But it was those home runs that kept Grace from being considered a truly elite player, for although he was without-a-doubt an excellent first-baseman, it's hard to stick him in a room with Bagwell, Thome, Thomas, McGwire, Palmeiro, McGriff, Delgado, Mattingly, Martinez, Helton, and Giambi, and then make an argument that you'd include Mark Grace in your top 5. While most of the other guys were hitting 30, 40, or 50 (or 70) bombs a season, steroids or not, Grace never hit more than 17 in a season. And, as the professor-emeritus of baseball so perfectly once put it - "chicks dig the long ball."

So, what we can conclude from all this is that, although he wasn't the best first-baseman of his era, Mark Grace was underrated and the Cubs/D'Backs certainly did not suffer by employing him rather than one of the other guys.

That brings us to the Dodgers' current situation with James Loney, Grace's supposed "heir-apparent." The power numbers are similar - Loney's season high in homers is the 15 he smacked in 2007. Loney has also developed an ability to reach the gaps. His 41 doubles were good for fifth in the National League in 2010. Loney has even been a stud in the postseason (.349/.414/.540 - .954) with three home runs (including one huge grand slam) in 70 plate appearances.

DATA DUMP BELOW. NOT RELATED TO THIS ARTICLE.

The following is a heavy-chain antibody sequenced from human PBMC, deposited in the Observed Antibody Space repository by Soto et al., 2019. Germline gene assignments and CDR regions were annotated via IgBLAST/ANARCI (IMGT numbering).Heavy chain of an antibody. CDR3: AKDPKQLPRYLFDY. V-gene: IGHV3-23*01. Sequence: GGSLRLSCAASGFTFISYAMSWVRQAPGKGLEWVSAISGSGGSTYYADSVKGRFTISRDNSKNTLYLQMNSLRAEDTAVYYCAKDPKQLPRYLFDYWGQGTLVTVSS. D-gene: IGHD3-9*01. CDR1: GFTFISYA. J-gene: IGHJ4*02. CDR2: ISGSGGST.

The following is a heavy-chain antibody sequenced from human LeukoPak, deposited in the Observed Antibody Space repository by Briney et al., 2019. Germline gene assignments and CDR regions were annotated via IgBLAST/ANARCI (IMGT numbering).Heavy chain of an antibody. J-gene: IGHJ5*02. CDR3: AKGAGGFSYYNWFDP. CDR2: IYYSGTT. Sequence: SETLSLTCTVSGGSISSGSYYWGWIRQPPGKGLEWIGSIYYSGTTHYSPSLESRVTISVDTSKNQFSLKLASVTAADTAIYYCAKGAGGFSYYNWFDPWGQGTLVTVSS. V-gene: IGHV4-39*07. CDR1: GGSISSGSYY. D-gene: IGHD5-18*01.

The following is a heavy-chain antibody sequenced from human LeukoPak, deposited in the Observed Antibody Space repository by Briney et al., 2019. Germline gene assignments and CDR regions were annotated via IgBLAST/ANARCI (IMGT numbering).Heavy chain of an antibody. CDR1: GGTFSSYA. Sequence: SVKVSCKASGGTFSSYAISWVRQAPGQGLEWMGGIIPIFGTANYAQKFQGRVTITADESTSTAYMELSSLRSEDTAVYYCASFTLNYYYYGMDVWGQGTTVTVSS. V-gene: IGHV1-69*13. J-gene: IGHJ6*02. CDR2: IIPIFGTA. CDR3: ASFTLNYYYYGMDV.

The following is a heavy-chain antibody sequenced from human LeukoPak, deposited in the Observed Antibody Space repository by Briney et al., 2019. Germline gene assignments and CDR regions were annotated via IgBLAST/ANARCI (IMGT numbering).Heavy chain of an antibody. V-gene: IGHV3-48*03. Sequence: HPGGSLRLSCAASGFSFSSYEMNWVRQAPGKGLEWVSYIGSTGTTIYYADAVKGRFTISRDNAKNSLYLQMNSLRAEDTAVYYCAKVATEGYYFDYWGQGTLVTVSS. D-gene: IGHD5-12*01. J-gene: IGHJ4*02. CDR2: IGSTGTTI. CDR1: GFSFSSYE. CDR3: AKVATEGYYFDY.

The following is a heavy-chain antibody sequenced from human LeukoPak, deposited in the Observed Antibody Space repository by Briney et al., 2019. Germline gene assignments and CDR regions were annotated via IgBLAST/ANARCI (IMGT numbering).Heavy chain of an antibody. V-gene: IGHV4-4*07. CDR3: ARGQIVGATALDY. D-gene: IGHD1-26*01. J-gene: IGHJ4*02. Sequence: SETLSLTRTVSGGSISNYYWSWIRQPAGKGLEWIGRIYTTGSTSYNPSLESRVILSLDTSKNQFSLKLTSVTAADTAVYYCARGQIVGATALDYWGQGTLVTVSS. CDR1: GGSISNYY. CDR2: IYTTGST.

Unfortunately, that's where the Mark Grace comparisons end and the 00's-era J.T. Snow ones begin.

Loney finished 2010 with a dreadful .267/.329/.395 - .723 line. That is just plain awful. There's no way you can spice that up. It's just bad, bad, bad.

Like the rest of the Dodgers offense, Loney couldn't wait for the second half to end, hitting a Juan Castro-esque .211 after the All-Star Break (the Dodgers' reaction? Promote the hitting coach!). Loney barely managed 10 home runs for the season and saw his defense, his supposed best asset, hiccup into mediocrity. It's arguable he was one of the ten best defensive first-basemen in the majors, at best.

Wins above Replacement (WAR) is a statistic used to quantify overall value. I could give you a list of first-basemen who were more valuable than Loney last season, but unfortunately it's much easier to present the small list of regular first-basemen who were worse than Big James (1.1):

Carlos Peña (1.0)
Michael Cuddyer (0.4)
Ty Wigginton (0.3)
Garrett Jones (0.1)
Jorge Cantu (0.0)

That's it.

The top 5 are Joey Votto (7.4), Albert Pujols (7.3), Miguel Cabrera (6.2), Aubrey Huff (5.7), and Adrian Gonzalez (5.3). Right in the middle of the pack are guys like Teixeira (10th at 3.5), Gaby Sanchez (14th at 2.4), and Ryan Howard (17th at 2.0). That means that Ryan Howard is, according to these stats, a mediocre first-baseman when compared to his peers). If Ryan Howard is a mediocre first-baseman, what does that make James Loney?

And therein we reach our problem. If Loney were a right-fielder or a third-baseman or a shortstop, he might be seen as just decent enough to warrant a spot in the starting 9. But instead, Loney is competing against a class of truly exceptional ballplayers, many of whom provide their team with a power bat and potential game-changing skills. Loney simply doesn't do that. The fact that power hitting first-basemen come a dime-a-dozen and the Dodgers instead keep Loney around means that they are forced to fish around for that necessary piece in other places where talent is thinner and the price skyrockets for anyone among the elite.